As Asian Ambassador for Board of Innovation, Jonas Elslander publicizes a monthly series about innovative business models in Japan and, by extension, other countries surrounding the Sea of Japan.
The online sales of both real and virtual goods and services is big business around the globe and continues to expand yearly. It already accounts for the majority of transactions in certain markets (such as travel, music and software) and predictions are that the quantity of these markets is going to grow vastly in the coming years. Just like ‘real life’ sales, the abstracted core is a money-for-product transaction. Because of the bi-directional nature of this transaction we can define two underlying problems the exchange solves: bringing the desired products to the costumer and getting the monetary compensation to the merchant. In this post I would like to focus on the latter in the online environment.
Living in Belgium, or another Western European country for that matter, paying an online service or goods supplier usually comes down to one of the following three scenarios: paying with a debit card through a specific website module such as Ogone, paying with your credit card without or through a website module, paying with Paypal or similar services.
The first scenario requires the costumer to have a debit card and an online banking device or login. Thus, almost every adult can – given sufficient technological knowledge – perform such a transaction without any additional steps. Unfortunately, this system is very nationally oriented and can only be used if the website on which the transaction occurs understands the required module. Alternatively, the seller can ask the costumer to manually enter all the necessary information in a bank transfer form in his online banking account. Then the streamlined process disappears and the door is left open for errors of all kinds. Also typical for debit cards are the relatively low daily limits which makes them an inadequate solution for expensive goods such as airline tickets. The second and third scenario both require the costumer’s ownership of a credit card and are often the only available options for transactions of both international and – although less frequently – national kind.
The sum of these three categories of solutions for getting a monetary compensation to a merchant in the online environment regrettably leaves some holes in the usability. First and foremost, costumers without a credit card, such as minors, have great difficulty to pay for products online without having to rely on others. Secondly, it’s very hard to make a separation between the person who places the order and the actual costumer. For example, a grandmother who has little knowledge about the internet will have great difficulty to directly pay for a product one of her children buys in her name. Thirdly, as mentioned earlier debit cards but also credit cards have limitations which may be insufficient for a certain transaction, even though the costumer possesses enough money.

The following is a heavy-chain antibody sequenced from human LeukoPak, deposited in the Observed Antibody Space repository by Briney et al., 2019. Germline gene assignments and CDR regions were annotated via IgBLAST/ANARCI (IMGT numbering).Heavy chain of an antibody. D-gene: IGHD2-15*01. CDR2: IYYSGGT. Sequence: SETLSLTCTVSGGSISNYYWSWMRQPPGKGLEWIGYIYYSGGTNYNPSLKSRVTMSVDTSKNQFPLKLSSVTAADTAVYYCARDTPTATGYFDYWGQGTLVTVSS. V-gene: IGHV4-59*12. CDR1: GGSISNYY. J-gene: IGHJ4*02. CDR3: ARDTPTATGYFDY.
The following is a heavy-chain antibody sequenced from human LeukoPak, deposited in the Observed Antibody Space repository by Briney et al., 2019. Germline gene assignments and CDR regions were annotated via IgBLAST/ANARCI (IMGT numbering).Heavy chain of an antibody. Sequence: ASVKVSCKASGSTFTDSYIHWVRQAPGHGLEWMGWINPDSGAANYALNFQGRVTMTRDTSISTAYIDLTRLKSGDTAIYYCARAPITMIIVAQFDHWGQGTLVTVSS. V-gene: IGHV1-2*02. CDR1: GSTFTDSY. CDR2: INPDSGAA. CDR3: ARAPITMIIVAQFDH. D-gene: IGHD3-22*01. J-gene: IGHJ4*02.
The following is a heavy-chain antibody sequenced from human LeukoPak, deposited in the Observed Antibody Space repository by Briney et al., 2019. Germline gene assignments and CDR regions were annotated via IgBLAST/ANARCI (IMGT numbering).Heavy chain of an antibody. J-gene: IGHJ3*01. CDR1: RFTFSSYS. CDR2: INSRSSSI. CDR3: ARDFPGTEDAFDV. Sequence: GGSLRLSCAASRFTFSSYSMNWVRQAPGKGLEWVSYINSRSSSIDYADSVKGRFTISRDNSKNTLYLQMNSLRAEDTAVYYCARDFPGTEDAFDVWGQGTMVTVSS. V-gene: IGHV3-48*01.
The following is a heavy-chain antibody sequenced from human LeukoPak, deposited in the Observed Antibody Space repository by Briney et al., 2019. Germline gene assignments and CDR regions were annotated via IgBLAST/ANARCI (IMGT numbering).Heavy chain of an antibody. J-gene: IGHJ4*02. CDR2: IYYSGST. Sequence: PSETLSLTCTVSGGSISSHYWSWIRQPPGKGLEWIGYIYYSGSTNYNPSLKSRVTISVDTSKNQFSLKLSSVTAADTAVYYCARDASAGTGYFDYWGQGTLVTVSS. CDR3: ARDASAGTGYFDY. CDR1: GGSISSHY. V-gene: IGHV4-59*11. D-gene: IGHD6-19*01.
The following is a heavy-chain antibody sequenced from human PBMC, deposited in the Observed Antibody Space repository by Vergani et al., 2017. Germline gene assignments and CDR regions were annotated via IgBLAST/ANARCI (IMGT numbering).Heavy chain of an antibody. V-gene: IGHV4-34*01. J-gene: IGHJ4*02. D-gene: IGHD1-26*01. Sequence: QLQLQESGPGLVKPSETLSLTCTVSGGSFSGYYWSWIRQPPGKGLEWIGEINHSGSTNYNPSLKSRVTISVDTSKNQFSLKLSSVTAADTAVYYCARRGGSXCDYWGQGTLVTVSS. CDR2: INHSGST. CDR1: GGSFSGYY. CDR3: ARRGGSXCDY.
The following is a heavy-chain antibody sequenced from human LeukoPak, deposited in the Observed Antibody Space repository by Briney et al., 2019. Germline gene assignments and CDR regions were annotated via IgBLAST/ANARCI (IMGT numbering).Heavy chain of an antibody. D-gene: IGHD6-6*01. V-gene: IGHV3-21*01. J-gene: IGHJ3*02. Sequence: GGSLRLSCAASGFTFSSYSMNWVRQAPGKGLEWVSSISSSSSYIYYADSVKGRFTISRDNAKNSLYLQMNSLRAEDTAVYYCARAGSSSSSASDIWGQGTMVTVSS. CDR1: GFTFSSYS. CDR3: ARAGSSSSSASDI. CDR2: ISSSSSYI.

A new approach to online payments
To address these problems, in Japan it’s possible to pay with cash money for online goods and services. Upon checking out, Japanese costumers in general get to choose between a payment with a credit card or a cash payment in a conbini store. Conbinis are nationwide chains of small supermarkets – found in literally every busy street of every city – who also handle other tasks such as the aforementioned cash payments. Upon selecting the latter option, the costumer receives a code, which he has to take to a conbini in printed out or written down form. Because of this another person or even multiple persons can deposit a portion of or the full amount of invoiced money in a conbini nearby.
In exchange for the service the conbinis provide towards the online sellers as well as online buyers, they charge a small commission (smaller than Visa or Paypal would) and a opportunity to sell other goods to a costumer who entered one of their shops to make a money deposit. Thus all three parties involved make a winning out of this business model (a necessary condition for its sustainability): the merchant has to pay less commission, the costumer doesn’t need to posses a credit card and the conbini receives a commission as well as extra foot traffic.
This business model can for example – be it in a modified form – prove very helpful to Western European online businesses with a costumer base that generally doesn’t own a credit card, such as minors, and who are struggling with finding a more performant way of getting monetary compensation for their products.
Jonas Elslander graduated in June 2010 as a Master in Product Development at the Artesis University College of Antwerp and is now pursuing his years long dream of reshaping (read: redesigning) the way we use internet in the mobile environment at Kyoto University, Japan. As a research student at the renowned Tanaka Laboratory, he works on the frontier of technological and economical innovations in the Japanese society, often including the ever growing influence of the (mobile) internet on traditional business models.
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